Okay friends, here is the start of the new Blog series – “Ask The Pastor.” For those who live in Tyler and attend Sylvania Church, you have experienced this before – but in person. Now we have a chance to expand this out…so keep those questions coming.
A few notes on how this works: (1) people email in questions (2) I present a version of the question that is easy to state in a blog post – a paraphrase of sorts (3) I answer the question (4) rinse and repeat.
Our first question comes from Doyle. He asks. “Please help me connect the idea of God being absolutely sovereign and doing whatever He pleases and the idea that some people hold to that prayer can actually change the mind or will of God. What is the relationship between these two things?”
Let’s start with some presuppositions so that we aren’t getting lost in the various viewpoints about God’s sovereignty. Here is my take in summary: God is in control of all things – past, present, and future. In fact, the past, present, and future are viewed singularly by God because He is outside of space and time. There is not one thing that does or does not happen outside of God’s design, plan, intention, and (even if it is mysterious) with some divine purpose in mind. “…our God is in the heavens; He does whatever He pleases” (Psalm 115:3).
This absolute, total, and unalterable sovereignty does not negate human accountability, responsibility, or action. The things we do still matter. We aren’t Greco-Roman fatalists. Do these two things feel tense? Yes. Are these things in conflict with one another? No. Am I going to explain how I think all that works in this blog post? Absolutely not.
What Is Prayer, Really?
To see the connection between the command to pray, the value of prayer, and the benefit it has in a world in which God is absolutely sovereign, we have to evaluate what prayer actually is. As noted in the question above, there are those that believe that prayer can change the mind or will of God. Many Christians think that this is one of the most important aspects of prayer. I would contend that it is not. Let’s use the Lord’s Prayer as a model to examine how and why we pray.
Our Father who is in heaven, hallowed be Your name.
Your kingdom come, Your will be done, on earth as it is in heaven.
Give us this day our daily bread.
And forgive us our debts, as we also have forgiven our debtors.
And do not lead us into temptation, but deliver us from evil.
For Yours is the kingdom and the power and the glory forever. Amen. (Matthew 6:9-13, NASB, 1995).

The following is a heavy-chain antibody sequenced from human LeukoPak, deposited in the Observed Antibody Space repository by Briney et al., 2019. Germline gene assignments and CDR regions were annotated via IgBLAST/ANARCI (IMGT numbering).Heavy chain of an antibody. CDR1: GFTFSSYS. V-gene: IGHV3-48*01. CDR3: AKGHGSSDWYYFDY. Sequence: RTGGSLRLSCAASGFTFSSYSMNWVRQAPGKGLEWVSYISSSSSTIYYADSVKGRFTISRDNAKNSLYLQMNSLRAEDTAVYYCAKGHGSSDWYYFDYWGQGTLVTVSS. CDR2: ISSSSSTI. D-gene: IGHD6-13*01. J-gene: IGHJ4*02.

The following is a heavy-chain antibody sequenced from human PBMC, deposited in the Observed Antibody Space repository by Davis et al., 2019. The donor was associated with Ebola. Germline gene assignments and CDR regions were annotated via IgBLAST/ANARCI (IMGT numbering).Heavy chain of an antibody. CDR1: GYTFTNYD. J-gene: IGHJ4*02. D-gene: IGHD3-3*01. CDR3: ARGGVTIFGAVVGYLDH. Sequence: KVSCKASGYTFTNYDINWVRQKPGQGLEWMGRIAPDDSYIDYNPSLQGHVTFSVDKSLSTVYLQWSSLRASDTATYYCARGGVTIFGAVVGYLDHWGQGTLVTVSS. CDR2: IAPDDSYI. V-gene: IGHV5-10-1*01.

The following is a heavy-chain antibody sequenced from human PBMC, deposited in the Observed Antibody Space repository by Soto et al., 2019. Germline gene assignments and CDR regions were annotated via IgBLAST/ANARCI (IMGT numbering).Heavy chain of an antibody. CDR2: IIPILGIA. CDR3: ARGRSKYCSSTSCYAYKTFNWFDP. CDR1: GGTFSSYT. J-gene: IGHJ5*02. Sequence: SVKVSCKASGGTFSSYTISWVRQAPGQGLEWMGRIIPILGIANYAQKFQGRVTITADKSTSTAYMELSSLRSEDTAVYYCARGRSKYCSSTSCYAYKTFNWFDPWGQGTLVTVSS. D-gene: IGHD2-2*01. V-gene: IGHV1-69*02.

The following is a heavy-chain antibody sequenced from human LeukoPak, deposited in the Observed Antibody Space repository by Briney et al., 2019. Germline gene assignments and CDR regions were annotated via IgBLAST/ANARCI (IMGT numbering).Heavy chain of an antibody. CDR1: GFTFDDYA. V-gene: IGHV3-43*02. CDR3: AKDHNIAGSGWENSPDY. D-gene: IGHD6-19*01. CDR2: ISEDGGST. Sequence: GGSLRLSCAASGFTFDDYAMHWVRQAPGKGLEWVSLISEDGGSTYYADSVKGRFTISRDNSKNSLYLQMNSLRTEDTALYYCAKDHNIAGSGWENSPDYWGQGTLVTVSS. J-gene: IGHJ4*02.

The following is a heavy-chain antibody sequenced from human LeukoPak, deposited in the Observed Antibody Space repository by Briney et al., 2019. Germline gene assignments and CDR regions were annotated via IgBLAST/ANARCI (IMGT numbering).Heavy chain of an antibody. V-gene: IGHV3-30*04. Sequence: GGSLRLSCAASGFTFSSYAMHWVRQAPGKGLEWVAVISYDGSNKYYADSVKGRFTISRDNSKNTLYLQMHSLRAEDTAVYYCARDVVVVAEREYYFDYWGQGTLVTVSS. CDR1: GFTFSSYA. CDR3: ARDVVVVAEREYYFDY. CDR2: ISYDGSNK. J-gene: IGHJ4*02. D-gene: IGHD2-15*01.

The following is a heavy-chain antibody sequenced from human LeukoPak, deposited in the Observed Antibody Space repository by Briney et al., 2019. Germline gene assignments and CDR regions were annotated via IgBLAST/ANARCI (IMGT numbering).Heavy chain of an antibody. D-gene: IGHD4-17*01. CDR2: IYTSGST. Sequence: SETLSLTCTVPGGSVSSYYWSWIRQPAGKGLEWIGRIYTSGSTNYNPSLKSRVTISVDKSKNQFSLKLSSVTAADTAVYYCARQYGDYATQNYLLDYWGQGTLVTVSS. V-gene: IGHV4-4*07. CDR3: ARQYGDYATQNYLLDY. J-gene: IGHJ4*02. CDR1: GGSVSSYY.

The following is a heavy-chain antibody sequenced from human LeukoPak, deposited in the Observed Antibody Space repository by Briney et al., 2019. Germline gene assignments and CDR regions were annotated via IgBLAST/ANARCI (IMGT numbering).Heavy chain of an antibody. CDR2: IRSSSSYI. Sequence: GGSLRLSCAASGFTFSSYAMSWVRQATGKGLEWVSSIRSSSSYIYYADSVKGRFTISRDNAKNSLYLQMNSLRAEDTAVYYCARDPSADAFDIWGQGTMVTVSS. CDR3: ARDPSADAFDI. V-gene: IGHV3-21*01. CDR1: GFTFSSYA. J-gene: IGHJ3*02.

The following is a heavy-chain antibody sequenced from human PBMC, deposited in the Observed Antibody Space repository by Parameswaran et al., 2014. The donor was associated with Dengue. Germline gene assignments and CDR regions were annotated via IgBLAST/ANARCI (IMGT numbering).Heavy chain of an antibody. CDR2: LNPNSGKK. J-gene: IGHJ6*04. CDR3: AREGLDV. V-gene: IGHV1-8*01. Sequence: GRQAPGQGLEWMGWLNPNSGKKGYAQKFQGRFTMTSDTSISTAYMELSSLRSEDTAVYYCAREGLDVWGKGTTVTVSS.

Without making this too long, look at each part of this “Model Prayer.” First, there is the worship of God. There is an acknowledgment of God’s exalted position (in heaven – on high – the one who is “above”). This actually carries with it the implication of kingly sovereignty, which is made clear in the use of kingdom language in the next line. There is also a reverence for God’s name – it is a holy name.
Next, we see there is a call for God’s kingdom rule to be established – for the way things are “where he is” (in heaven) to be done “where we are” (on earth). We know by observation and experience that the way things are on earth are not the way things likely are in the presence of God’s throne. So we call for God to bring about the necessary changes and conditions to make it so.
Third, we see a request for our basic needs to be met. We work, we strive, and we long to do what we can to meet our own needs. Ultimately, we are not in control. We can’t control how well food harvests will or won’t do. We can’t control water supplies, weather, etc. Even the essential things we need to survive have their deepest establishment as gifts to us from God.
Fourth, we seek spiritual and relational transformation. We want to be forgiven. Yet, we are often slow to forgive. So we long to be the kind of people that are not only forgiven but also forgive others. We also need God’s grace to overcome those things that would trap us and bring us into sin.
Finally, this prayer returns to the firm certainty that God is sovereignly in control and that His kingdom and glory are eternal.
Why Does This Matter?
If we consider closely the pattern of the Lord’s Prayer, we see a theme. The theme is this: we do not pray to change God; we pray that we might be changed by God. God is the sovereign King. He controls every aspect of our existence, even down to our daily provision. We have no ultimate control – all things come to us by His mercy and kindness. As such, when we pray we are longing to be conformed to His will, His image, to His authority. We are seeking to align our lives with His purposes, not His purposes with our lives as they stand currently. We are not trying to bend God to our whims. Rather, we are longing to be made delighted in His greater plans for us.
We don’t pray to change God. We pray so that God will change us.